Call nowDirections

Flossing and the Death of Expertise

In the summer of 2016, a dental health story briefly dominated the headlines. What was the scoop? According to the Associated Press, the longstanding recommendation of the American Dental Association that patients floss regularly was not based on “strong evidence.” That is to say, some scientists had done research, and then other scientists had deemed that research to be of low value.

Why then, you might ask, would the ADA make such a recommendation? And what was it about the recommendation that made the Associated Press consider it to be worthless? It turns out that the ADA’s recommendation on interdental cleaning, which dates back to 1908, was based partly on something that our society increasingly devalues: expert opinion.

The ADA responded to the news story with an appeal to authority: “As doctors of oral health, dentists are in the best position to advise their patients on oral hygiene practices because they know their patient’s oral health status and health history.” The ADA added that flossing is beneficial because it removes plaque, which contains harmful bacteria that cause tooth decay and gum disease.

To be clear, research has been done on the benefits of flossing, and the ADA considers that this research does have value. And as the ADA points out, it can be challenging to do research on flossing, since people tend to lie to their dentists about their flossing habits.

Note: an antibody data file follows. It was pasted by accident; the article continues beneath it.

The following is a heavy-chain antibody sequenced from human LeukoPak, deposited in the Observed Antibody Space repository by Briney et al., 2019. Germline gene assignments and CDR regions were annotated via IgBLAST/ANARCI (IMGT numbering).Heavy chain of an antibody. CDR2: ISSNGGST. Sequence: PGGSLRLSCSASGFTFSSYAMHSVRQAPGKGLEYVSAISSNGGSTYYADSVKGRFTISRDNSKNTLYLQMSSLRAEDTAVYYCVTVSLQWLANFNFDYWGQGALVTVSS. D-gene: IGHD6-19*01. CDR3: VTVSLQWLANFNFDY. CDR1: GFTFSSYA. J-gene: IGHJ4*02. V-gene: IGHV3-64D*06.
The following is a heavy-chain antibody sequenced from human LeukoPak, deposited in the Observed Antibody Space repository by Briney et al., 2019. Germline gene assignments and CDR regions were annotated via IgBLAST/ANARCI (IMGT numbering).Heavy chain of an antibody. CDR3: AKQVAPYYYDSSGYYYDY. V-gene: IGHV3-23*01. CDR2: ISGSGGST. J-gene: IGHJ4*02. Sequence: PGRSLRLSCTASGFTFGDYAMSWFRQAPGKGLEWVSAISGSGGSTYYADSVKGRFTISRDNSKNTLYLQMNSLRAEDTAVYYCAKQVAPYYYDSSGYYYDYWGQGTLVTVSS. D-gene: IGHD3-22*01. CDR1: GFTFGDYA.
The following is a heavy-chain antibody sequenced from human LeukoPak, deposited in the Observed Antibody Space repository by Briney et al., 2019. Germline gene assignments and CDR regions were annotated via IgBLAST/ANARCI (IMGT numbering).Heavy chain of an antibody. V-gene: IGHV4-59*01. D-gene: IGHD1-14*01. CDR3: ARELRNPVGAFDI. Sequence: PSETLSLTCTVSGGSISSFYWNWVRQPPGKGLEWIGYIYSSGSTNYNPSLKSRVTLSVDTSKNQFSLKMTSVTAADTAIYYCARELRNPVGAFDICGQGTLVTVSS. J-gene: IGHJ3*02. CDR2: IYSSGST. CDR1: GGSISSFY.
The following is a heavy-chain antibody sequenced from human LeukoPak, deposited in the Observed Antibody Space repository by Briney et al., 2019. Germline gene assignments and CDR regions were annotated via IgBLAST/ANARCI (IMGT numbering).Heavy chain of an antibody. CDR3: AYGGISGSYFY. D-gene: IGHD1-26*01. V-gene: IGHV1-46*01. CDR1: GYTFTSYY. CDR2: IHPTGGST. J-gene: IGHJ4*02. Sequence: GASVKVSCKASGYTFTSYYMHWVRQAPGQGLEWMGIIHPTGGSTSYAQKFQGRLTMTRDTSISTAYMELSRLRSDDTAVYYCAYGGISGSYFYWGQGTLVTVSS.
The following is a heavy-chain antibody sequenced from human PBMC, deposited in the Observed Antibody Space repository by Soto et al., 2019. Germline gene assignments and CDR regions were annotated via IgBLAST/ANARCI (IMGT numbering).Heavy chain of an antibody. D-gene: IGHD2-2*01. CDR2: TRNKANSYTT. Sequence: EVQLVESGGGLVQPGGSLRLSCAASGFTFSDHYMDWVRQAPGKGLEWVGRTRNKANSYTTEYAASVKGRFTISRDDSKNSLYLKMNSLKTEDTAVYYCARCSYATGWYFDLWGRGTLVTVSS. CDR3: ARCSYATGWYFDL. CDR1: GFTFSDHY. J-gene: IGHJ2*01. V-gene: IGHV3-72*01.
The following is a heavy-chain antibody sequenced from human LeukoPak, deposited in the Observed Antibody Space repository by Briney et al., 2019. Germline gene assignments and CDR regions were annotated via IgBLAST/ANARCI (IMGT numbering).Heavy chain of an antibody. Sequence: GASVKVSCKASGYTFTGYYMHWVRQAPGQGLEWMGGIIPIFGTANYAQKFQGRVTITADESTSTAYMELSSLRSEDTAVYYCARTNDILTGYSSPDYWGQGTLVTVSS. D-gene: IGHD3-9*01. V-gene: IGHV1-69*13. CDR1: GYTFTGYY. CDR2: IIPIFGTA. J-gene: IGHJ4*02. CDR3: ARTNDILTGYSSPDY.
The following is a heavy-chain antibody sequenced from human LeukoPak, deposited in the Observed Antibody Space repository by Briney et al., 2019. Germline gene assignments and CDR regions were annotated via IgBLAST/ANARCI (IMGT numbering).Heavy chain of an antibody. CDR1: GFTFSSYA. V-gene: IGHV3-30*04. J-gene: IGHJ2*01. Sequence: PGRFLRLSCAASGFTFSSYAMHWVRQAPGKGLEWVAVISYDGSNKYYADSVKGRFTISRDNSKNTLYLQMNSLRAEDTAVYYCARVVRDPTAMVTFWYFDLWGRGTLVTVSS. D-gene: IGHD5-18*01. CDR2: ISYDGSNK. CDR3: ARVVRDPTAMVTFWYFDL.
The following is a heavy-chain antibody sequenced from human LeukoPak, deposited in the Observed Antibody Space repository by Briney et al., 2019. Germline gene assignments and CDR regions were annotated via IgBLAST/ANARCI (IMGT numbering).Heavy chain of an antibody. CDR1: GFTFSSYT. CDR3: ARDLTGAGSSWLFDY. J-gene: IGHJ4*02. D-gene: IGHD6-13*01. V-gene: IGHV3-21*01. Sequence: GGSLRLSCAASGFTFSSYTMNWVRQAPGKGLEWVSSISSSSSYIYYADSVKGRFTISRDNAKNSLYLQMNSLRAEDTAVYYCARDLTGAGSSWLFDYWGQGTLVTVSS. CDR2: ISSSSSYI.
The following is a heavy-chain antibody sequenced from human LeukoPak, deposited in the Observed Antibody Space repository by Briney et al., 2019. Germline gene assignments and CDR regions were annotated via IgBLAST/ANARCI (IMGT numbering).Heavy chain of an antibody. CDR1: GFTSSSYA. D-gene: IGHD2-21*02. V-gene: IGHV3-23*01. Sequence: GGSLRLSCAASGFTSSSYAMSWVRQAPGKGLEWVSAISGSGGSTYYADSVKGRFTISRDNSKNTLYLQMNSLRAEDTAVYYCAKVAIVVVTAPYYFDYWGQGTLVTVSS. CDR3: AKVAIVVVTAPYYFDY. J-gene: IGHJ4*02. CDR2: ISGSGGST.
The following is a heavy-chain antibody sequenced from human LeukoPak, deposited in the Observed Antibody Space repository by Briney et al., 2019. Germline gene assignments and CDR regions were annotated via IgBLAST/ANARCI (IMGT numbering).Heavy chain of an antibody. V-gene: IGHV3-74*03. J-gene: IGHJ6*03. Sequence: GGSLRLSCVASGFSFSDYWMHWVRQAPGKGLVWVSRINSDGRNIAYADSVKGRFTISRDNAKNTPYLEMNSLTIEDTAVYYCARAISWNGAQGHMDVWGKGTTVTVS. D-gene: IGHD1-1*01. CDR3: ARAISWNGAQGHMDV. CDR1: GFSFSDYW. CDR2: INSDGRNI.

Moreover, expert opinion is unanimous. In the U.S., the American Academy of Periodontology issued a statement on the efficacy of flossing to prevent gum disease. Here in Toronto, the Ontario Dental Association weighed in on the “great floss debate” by devoting the next issue of Your Oral Health magazine to flossing. The editor, Dr. Deborah Saunders, stated: “My colleagues and I were quite concerned and immediately went to great lengths to reassure our patients of the facts—flossing is an integral part of everyone’s individual oral health-care routine.”

The media, however, was not convinced by the response of the experts. News outlets began publishing sensationalist stories exhorting people to “drop the floss.” The more responsible news outlets pointed out that the ADA was standing by its recommendation, but this was buried beneath attending-grabbing headlines claiming that flossing is unnecessary.

The stakes are high. Tooth decay is a major public health issue. According to the U.S. Center for Disease Control and Prevention, it is the most common chronic disease among children aged 6 to 11 and among adolescents aged 14 to 17. Among adults, tooth decay is the second most common disease, after the common cold.

In his 2017 book The Death of Expertise, Tom Nichols argues that, in developed nations, laypeople are increasingly rejecting the advice of experts, turning their backs on centuries of accumulated knowledge. Nichols attributes this tendency to a culture in which all opinions are held to be equal, even those that are factually wrong. It is a historical trend, he warns, that can have dire consequences for public health and even for democracy.

Tooth decay is already one of the most common diseases, despite being preventable. Given the increasing devaluation of expertise, it might just become more common.